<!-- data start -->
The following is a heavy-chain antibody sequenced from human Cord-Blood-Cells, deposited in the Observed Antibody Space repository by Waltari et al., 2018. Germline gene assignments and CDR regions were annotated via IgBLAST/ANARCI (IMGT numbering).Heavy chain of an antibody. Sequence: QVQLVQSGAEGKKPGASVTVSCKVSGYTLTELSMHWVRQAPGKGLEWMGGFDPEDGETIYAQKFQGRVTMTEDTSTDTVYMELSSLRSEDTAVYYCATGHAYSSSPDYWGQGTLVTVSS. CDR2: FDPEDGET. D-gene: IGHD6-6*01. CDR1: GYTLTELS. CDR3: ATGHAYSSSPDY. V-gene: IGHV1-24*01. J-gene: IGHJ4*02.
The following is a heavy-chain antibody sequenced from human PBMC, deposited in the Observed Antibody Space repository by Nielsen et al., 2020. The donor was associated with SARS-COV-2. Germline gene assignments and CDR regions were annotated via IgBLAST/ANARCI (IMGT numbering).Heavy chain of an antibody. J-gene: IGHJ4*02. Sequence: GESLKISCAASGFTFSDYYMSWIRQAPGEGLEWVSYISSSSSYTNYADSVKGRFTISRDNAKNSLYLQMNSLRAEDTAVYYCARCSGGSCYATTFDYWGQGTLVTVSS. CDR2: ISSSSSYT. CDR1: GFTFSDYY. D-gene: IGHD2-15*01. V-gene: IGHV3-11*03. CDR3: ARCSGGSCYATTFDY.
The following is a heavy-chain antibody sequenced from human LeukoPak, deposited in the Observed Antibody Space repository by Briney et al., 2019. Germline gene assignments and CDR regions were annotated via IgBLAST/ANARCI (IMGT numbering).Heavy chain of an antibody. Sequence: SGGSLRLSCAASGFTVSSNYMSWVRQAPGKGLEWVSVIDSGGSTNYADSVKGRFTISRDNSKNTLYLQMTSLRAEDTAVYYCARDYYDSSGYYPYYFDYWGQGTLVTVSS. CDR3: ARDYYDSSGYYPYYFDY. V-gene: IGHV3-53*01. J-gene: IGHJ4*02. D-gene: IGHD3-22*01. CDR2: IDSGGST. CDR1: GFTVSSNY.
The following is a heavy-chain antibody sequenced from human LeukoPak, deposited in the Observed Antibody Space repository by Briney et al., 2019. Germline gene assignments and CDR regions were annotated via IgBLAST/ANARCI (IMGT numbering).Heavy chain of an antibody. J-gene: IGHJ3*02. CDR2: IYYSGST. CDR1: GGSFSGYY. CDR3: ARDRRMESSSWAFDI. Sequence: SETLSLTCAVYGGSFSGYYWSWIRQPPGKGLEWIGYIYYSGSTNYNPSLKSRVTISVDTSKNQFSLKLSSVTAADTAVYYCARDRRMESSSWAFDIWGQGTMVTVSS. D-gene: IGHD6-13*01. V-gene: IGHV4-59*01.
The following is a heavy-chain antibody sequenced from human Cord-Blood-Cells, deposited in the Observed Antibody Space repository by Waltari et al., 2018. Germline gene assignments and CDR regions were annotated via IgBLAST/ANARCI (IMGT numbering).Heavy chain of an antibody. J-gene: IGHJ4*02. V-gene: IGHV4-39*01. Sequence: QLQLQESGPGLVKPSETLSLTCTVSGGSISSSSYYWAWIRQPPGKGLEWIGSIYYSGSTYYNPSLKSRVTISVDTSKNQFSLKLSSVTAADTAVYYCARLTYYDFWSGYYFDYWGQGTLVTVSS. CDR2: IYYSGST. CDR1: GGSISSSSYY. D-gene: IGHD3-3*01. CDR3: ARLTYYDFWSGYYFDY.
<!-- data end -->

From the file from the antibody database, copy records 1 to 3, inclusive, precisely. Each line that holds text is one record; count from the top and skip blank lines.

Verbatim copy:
The following is a heavy-chain antibody sequenced from human Cord-Blood-Cells, deposited in the Observed Antibody Space repository by Waltari et al., 2018. Germline gene assignments and CDR regions were annotated via IgBLAST/ANARCI (IMGT numbering).Heavy chain of an antibody. Sequence: QVQLVQSGAEGKKPGASVTVSCKVSGYTLTELSMHWVRQAPGKGLEWMGGFDPEDGETIYAQKFQGRVTMTEDTSTDTVYMELSSLRSEDTAVYYCATGHAYSSSPDYWGQGTLVTVSS. CDR2: FDPEDGET. D-gene: IGHD6-6*01. CDR1: GYTLTELS. CDR3: ATGHAYSSSPDY. V-gene: IGHV1-24*01. J-gene: IGHJ4*02.
The following is a heavy-chain antibody sequenced from human PBMC, deposited in the Observed Antibody Space repository by Nielsen et al., 2020. The donor was associated with SARS-COV-2. Germline gene assignments and CDR regions were annotated via IgBLAST/ANARCI (IMGT numbering).Heavy chain of an antibody. J-gene: IGHJ4*02. Sequence: GESLKISCAASGFTFSDYYMSWIRQAPGEGLEWVSYISSSSSYTNYADSVKGRFTISRDNAKNSLYLQMNSLRAEDTAVYYCARCSGGSCYATTFDYWGQGTLVTVSS. CDR2: ISSSSSYT. CDR1: GFTFSDYY. D-gene: IGHD2-15*01. V-gene: IGHV3-11*03. CDR3: ARCSGGSCYATTFDY.
The following is a heavy-chain antibody sequenced from human LeukoPak, deposited in the Observed Antibody Space repository by Briney et al., 2019. Germline gene assignments and CDR regions were annotated via IgBLAST/ANARCI (IMGT numbering).Heavy chain of an antibody. Sequence: SGGSLRLSCAASGFTVSSNYMSWVRQAPGKGLEWVSVIDSGGSTNYADSVKGRFTISRDNSKNTLYLQMTSLRAEDTAVYYCARDYYDSSGYYPYYFDYWGQGTLVTVSS. CDR3: ARDYYDSSGYYPYYFDY. V-gene: IGHV3-53*01. J-gene: IGHJ4*02. D-gene: IGHD3-22*01. CDR2: IDSGGST. CDR1: GFTVSSNY.